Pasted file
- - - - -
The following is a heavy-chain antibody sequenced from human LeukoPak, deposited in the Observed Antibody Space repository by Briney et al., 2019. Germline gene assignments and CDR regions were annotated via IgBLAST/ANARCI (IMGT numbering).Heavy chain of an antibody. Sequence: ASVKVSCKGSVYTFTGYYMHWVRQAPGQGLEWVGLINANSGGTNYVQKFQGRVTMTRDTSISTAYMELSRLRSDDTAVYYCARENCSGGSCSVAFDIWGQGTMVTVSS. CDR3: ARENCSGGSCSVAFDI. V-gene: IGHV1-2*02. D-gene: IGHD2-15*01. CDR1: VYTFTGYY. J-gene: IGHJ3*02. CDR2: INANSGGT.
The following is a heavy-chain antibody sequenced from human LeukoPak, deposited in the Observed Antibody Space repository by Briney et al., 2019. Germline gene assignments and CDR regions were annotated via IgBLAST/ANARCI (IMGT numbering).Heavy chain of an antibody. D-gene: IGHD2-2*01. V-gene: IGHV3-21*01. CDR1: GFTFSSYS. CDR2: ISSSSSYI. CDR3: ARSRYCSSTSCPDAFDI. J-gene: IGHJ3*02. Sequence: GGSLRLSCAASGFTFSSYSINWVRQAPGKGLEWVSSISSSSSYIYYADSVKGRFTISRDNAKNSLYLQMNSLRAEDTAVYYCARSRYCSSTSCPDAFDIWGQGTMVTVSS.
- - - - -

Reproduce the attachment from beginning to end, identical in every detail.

The following is a heavy-chain antibody sequenced from human LeukoPak, deposited in the Observed Antibody Space repository by Briney et al., 2019. Germline gene assignments and CDR regions were annotated via IgBLAST/ANARCI (IMGT numbering).Heavy chain of an antibody. Sequence: ASVKVSCKGSVYTFTGYYMHWVRQAPGQGLEWVGLINANSGGTNYVQKFQGRVTMTRDTSISTAYMELSRLRSDDTAVYYCARENCSGGSCSVAFDIWGQGTMVTVSS. CDR3: ARENCSGGSCSVAFDI. V-gene: IGHV1-2*02. D-gene: IGHD2-15*01. CDR1: VYTFTGYY. J-gene: IGHJ3*02. CDR2: INANSGGT.
The following is a heavy-chain antibody sequenced from human LeukoPak, deposited in the Observed Antibody Space repository by Briney et al., 2019. Germline gene assignments and CDR regions were annotated via IgBLAST/ANARCI (IMGT numbering).Heavy chain of an antibody. D-gene: IGHD2-2*01. V-gene: IGHV3-21*01. CDR1: GFTFSSYS. CDR2: ISSSSSYI. CDR3: ARSRYCSSTSCPDAFDI. J-gene: IGHJ3*02. Sequence: GGSLRLSCAASGFTFSSYSINWVRQAPGKGLEWVSSISSSSSYIYYADSVKGRFTISRDNAKNSLYLQMNSLRAEDTAVYYCARSRYCSSTSCPDAFDIWGQGTMVTVSS.